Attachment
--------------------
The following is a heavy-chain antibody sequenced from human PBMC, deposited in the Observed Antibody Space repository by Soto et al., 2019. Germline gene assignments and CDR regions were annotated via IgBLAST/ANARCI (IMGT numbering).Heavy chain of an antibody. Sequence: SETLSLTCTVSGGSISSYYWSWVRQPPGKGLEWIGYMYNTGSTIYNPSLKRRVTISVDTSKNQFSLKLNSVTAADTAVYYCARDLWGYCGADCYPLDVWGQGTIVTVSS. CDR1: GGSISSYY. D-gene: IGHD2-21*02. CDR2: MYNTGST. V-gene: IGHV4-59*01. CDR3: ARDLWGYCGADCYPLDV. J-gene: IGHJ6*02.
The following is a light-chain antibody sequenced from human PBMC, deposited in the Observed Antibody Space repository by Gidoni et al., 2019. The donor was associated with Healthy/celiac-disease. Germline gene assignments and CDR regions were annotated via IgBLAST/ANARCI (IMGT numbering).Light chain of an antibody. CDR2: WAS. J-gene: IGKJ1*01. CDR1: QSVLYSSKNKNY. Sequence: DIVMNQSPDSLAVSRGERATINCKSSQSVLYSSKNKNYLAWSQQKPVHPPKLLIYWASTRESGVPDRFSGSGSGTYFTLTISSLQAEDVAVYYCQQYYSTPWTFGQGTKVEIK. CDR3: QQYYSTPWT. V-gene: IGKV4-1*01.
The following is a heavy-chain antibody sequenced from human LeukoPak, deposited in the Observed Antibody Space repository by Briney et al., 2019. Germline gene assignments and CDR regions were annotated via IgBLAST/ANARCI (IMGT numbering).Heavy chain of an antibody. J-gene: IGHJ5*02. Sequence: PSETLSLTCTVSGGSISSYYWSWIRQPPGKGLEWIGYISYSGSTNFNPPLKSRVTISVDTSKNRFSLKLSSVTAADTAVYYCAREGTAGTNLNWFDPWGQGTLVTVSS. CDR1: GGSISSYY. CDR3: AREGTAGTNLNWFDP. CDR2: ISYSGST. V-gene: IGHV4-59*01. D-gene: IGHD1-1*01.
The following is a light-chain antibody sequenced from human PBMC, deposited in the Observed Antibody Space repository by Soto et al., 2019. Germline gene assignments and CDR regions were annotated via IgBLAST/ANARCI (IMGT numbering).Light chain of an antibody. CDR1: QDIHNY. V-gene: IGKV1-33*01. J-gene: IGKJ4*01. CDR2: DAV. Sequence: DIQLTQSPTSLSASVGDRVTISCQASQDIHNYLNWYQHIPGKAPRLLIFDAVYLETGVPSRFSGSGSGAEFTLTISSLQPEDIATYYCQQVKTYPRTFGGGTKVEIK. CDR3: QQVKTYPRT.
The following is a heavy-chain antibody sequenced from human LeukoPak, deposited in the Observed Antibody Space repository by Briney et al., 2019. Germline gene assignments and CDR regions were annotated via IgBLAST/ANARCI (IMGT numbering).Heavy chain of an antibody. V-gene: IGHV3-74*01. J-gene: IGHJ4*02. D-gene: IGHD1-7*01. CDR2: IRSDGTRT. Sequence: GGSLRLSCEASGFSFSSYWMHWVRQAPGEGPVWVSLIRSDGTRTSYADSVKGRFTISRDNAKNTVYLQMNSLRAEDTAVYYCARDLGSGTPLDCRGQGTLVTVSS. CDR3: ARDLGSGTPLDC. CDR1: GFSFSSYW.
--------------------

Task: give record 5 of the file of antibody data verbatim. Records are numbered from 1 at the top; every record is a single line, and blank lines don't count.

The following is a heavy-chain antibody sequenced from human LeukoPak, deposited in the Observed Antibody Space repository by Briney et al., 2019. Germline gene assignments and CDR regions were annotated via IgBLAST/ANARCI (IMGT numbering).Heavy chain of an antibody. V-gene: IGHV3-74*01. J-gene: IGHJ4*02. D-gene: IGHD1-7*01. CDR2: IRSDGTRT. Sequence: GGSLRLSCEASGFSFSSYWMHWVRQAPGEGPVWVSLIRSDGTRTSYADSVKGRFTISRDNAKNTVYLQMNSLRAEDTAVYYCARDLGSGTPLDCRGQGTLVTVSS. CDR3: ARDLGSGTPLDC. CDR1: GFSFSSYW.